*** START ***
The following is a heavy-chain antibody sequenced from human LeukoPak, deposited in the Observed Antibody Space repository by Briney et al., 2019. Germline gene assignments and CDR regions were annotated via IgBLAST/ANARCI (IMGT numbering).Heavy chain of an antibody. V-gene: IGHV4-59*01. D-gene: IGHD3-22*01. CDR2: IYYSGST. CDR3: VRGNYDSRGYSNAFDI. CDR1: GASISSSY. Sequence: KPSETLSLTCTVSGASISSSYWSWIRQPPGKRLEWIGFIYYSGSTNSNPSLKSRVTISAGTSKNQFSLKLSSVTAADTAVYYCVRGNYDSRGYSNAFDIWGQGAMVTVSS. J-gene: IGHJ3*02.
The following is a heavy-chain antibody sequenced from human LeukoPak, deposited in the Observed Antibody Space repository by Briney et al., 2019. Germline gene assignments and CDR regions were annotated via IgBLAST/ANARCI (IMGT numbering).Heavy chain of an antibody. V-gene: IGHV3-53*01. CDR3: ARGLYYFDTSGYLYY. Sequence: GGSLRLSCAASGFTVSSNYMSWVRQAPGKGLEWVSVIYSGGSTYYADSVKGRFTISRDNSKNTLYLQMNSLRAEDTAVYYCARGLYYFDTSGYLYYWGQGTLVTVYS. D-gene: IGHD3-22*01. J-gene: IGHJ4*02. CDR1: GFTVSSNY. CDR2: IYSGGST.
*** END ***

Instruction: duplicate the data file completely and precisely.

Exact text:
The following is a heavy-chain antibody sequenced from human LeukoPak, deposited in the Observed Antibody Space repository by Briney et al., 2019. Germline gene assignments and CDR regions were annotated via IgBLAST/ANARCI (IMGT numbering).Heavy chain of an antibody. V-gene: IGHV4-59*01. D-gene: IGHD3-22*01. CDR2: IYYSGST. CDR3: VRGNYDSRGYSNAFDI. CDR1: GASISSSY. Sequence: KPSETLSLTCTVSGASISSSYWSWIRQPPGKRLEWIGFIYYSGSTNSNPSLKSRVTISAGTSKNQFSLKLSSVTAADTAVYYCVRGNYDSRGYSNAFDIWGQGAMVTVSS. J-gene: IGHJ3*02.
The following is a heavy-chain antibody sequenced from human LeukoPak, deposited in the Observed Antibody Space repository by Briney et al., 2019. Germline gene assignments and CDR regions were annotated via IgBLAST/ANARCI (IMGT numbering).Heavy chain of an antibody. V-gene: IGHV3-53*01. CDR3: ARGLYYFDTSGYLYY. Sequence: GGSLRLSCAASGFTVSSNYMSWVRQAPGKGLEWVSVIYSGGSTYYADSVKGRFTISRDNSKNTLYLQMNSLRAEDTAVYYCARGLYYFDTSGYLYYWGQGTLVTVYS. D-gene: IGHD3-22*01. J-gene: IGHJ4*02. CDR1: GFTVSSNY. CDR2: IYSGGST.